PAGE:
Kindred, born in Buffalo, was a figure in the Greenwich Village/Cambridge folk scene of the 1960s; she played with Bob Dylan and other folk singers, playing at the Cafe Wha?,Club 47, The Bitter End and other venues.
Kindred's debut album, I Like It This Way, was released on Vanguard Records in 1965. Her second album was to have been released on Vanguard in 1966 under the title Kindred Spirit, but the master tapes were stolen and delivered to Mel Lyman, a musician in the backing band and soon-to-be leader of the Mel Lyman Family. The album was only released four years later on Warner Bros./Reprise Records under the aegis of the Lyman Family, titled American Avatar - Love Comes Rolling Down. The album cover showed a picture of Lyman, not Kindred.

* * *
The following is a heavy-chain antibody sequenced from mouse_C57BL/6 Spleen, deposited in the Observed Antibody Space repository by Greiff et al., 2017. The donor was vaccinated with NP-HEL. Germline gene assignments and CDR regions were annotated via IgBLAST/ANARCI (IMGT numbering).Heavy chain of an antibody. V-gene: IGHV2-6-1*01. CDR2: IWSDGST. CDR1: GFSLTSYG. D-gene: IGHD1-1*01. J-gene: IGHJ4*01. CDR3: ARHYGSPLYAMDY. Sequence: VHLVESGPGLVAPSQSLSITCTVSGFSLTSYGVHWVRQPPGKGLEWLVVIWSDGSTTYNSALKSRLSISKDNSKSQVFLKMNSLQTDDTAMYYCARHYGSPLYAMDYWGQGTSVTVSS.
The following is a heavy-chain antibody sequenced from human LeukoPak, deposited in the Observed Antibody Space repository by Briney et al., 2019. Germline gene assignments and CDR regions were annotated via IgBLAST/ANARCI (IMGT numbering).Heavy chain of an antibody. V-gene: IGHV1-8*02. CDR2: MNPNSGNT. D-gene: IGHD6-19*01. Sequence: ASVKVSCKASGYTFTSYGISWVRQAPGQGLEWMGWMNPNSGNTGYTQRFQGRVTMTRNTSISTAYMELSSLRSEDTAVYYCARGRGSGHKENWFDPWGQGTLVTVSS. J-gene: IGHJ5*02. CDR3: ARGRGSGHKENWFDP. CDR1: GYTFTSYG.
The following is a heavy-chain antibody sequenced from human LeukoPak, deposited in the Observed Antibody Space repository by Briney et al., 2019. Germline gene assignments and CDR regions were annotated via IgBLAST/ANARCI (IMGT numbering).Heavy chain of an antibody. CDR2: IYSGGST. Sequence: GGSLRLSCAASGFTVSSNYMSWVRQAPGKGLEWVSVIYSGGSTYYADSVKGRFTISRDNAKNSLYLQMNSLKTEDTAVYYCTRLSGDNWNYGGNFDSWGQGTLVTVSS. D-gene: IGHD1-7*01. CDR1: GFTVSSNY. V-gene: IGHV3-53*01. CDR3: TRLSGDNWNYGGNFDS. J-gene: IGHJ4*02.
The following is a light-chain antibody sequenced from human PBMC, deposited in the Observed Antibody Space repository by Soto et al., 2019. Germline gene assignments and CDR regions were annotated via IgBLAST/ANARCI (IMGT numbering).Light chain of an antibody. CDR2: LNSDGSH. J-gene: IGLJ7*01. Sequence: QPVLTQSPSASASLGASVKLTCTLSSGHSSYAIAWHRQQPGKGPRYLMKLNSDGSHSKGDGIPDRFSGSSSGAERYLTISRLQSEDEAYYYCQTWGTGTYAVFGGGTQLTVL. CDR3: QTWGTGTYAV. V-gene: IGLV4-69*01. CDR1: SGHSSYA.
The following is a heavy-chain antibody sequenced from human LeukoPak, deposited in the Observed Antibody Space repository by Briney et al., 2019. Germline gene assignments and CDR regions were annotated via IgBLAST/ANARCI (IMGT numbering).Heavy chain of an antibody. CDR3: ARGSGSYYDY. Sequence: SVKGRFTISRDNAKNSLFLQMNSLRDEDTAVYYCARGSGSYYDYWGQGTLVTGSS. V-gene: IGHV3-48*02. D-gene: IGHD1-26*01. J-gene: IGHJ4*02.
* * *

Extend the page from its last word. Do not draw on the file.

That was Kindred's last album on a major label. She became a long-time fixture on the San Francisco bar scene, appearing on occasional compilations and two self-released albums, Steppin' Up In Class (2003) and Blues and Beyond (2013).
Kindred led and fronted the Haight Ashbury band, Ascension, featuring lead guitarist Debbie Olcese and Kindred on rhythm guitar. Ascension's original bassist was a woman named Maus. She and Phil Lesh owned two of the first Alembic basses in San Francisco. Ascension rocked the Great American Music Hall, opening twice in one night for the legendary Etta James.
Ascension's drummer was Chuck Bernstein, keyboards was "Malcolm"; Maus left the group in 1974, replaced by Gary Nelson on a blonde 1968 Fender Telecaster bass. Kindred still performs and sings at the Saloon in North Beach in San Francisco and other venues; she released "Blues and Beyond" in 2013.